...so declares a new sign by the outpost of the striking Kentucky Nurses Association (KNA) in front of the Whitesburg hospital of Appalachian Regional Healthcare system .
I didn't get to stop and ask who the calvary might be, but this week's article in the Lexington Herald-Leader suggests that the calvary might be "a federal mediator and state officials" who have been instrumental in restarting negotiations between ARH and the KNA.
Six weeks ago when the strike began, ARH took a hardline stand, refusing to continue negotiations and announcing that they would begin immediately to hire permanent replacements for the striking nurses.
This week's article provides another hint about why ARH might be willing to temper their hardline stand and resume the negotiations. The precise numbers are in dispute (depending upon whether you are reading the KNA site, the ARH site, or the Herald-Leader), but approximately 750 registered nurses are involved in the dispute, of which about 600 have refused to cross the picket line. Some 150 to 175 union nurses have violated the picket line and continued to work. ARH has permanently replaced another 125 striking nurse positions.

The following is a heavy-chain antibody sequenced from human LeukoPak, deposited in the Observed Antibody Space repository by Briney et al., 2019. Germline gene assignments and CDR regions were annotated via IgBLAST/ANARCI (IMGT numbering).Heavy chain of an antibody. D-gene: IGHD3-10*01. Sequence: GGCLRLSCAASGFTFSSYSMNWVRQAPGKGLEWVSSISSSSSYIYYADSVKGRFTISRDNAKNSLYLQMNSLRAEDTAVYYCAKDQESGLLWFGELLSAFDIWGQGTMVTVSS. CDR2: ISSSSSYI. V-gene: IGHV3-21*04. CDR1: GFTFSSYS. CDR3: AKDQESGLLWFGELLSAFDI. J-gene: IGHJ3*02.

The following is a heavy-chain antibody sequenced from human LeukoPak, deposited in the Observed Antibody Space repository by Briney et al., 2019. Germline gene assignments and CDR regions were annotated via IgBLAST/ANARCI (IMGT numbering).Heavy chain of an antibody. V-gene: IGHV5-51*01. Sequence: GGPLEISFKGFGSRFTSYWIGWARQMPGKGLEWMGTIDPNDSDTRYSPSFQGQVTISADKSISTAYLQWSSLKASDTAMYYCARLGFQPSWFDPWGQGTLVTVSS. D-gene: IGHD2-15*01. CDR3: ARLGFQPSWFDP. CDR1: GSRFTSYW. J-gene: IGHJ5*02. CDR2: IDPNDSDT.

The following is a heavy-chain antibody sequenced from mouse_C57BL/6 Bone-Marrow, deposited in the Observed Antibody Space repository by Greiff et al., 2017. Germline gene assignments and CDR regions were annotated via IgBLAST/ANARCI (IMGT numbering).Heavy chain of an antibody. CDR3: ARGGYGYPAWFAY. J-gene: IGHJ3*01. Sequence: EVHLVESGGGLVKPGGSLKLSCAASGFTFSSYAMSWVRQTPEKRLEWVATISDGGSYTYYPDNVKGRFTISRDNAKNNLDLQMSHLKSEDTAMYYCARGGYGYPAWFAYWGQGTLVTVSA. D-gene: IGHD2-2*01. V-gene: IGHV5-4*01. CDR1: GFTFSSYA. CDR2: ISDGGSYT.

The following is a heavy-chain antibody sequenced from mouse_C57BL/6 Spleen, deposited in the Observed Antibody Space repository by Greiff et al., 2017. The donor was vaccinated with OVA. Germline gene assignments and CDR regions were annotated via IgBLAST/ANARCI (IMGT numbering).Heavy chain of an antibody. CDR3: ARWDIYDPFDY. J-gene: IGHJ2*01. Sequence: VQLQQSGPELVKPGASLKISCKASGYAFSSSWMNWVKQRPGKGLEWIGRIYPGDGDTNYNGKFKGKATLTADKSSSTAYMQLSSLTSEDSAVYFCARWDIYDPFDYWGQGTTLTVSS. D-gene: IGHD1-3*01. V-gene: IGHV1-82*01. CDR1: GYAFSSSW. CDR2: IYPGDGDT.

It's not hard to see that this leaves ARH with at least 450 registered nurse positions that are unfilled. One wonders how ARH ever imagined that they could replace the striking nurses in today's employment market. They acted as if they had not heard there was a nursing shortage. Or perhaps they merely hoped that time, cold, lack of income, and the threat of replacement would soften the KNA resolve.